NASA SBIR 2009 Solicitation


PROPOSAL NUMBER: 09-1 S3.05-8787
SUBTOPIC TITLE: Power Management and Storage
PROPOSAL TITLE: High Temperature Rechargeable Battery Development

SMALL BUSINESS CONCERN (Firm Name, Mail Address, City/State/Zip, Phone)
Materials and Systems Research, Inc.
5395 West 700 South
Salt Lake City, UT 84104 - 4403
(801) 530-4987

PRINCIPAL INVESTIGATOR/PROJECT MANAGER (Name, E-mail, Mail Address, City/State/Zip, Phone)
Greg Tao
5395 West 700 South
Salt Lake City, UT 84104 - 4403
(801) 530-4987 Extension :30

Estimated Technology Readiness Level (TRL) at beginning and end of contract:
Begin: 3
End: 3

TECHNICAL ABSTRACT (Limit 2000 characters, approximately 200 words)
This small business innovation research is intended to develop and proof the concept of a highly efficient, high temperature rechargeable battery for supporting Venus exploration missions. The proposed battery will be built upon a tubular, alkali metal ion-conducting, highly refractor, beta"-alumina-solid-electrolyte (BASE) sandwiched between an alkali metal anode and a metal salt cathode. In Phase I, BASE tubes possessing high strength, highly conductive, and high resistance to moisture and carbon dioxide attack will be fabricated and optimized using a novel coupled-transport process. Upon assembly with suitable electrochemical couples, battery cells will be tested and evaluated in a temperature range from 450ºC to 600ºC, followed by performance optimization.

POTENTIAL NASA COMMERCIAL APPLICATIONS (Limit 1500 characters, approximately 150 words)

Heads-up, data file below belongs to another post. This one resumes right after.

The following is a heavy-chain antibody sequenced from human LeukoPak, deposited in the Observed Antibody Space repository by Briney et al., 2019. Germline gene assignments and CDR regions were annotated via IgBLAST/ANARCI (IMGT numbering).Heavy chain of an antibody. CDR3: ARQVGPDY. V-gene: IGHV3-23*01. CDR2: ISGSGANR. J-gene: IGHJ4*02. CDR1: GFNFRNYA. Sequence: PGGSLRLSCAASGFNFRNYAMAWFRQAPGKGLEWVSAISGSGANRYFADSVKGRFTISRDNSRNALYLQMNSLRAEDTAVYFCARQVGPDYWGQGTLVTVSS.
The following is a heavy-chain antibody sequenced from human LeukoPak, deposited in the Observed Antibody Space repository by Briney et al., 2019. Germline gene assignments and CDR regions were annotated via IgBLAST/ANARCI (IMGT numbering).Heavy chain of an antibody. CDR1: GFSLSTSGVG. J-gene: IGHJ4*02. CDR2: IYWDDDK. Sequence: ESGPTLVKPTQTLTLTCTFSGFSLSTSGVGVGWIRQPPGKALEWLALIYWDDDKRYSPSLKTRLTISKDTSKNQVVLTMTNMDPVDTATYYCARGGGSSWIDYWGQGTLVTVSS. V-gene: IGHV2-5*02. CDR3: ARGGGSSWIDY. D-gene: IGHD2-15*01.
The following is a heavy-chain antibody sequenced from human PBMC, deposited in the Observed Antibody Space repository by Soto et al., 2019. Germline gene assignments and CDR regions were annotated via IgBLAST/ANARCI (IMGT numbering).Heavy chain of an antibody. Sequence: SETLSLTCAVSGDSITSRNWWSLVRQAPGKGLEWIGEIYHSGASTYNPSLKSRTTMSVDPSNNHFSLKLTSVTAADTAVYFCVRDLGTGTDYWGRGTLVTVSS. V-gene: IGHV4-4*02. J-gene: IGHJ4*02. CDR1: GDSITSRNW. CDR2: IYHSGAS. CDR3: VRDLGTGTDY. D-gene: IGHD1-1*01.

The subject rechargeable battery will be developed for supporting Venus exploration mission activities. Thanks to the nature of high temperature operation, the proposed rechargeable battery also enables thermal integration with other high temperature power generation devices, such as solid oxide fuel cells, to form a hybrid energy conversion-storage system. Such hybrid systems can provide a high round-trip efficiency and thus have the potential to prolong the NASA long-duration missions with substantial savings in mission costs and launch/landing masses. In addition, it is also expected to have other NASA commercial applications, which include but not limit to auxiliary power units in unmanned aerial vehicles (UAV) and uninterrupted power sources.

POTENTIAL NON-NASA COMMERCIAL APPLICATIONS (Limit 1500 characters, approximately 150 words)
Potential non-NASA commercial applications lie in the energy storage market, which is predicted to grow to $60 ~ 70 billion by year 2012. The applications include: (a) electrical energy storage in centralized power generation and distribution, and renewable power generation (wind power and solar power); (b) uninterrupted power sources for computer, data center and semiconductor industry; (c) for automotive industry on hybrid electrical vehicles (HEV) and plug-in hybrid electrical vehicle (PHEV).

NASA's technology taxonomy has been developed by the SBIR-STTR program to disseminate awareness of proposed and awarded R/R&D in the agency. It is a listing of over 100 technologies, sorted into broad categories, of interest to NASA.

Energy Storage

Form Generated on 09-18-09 10:14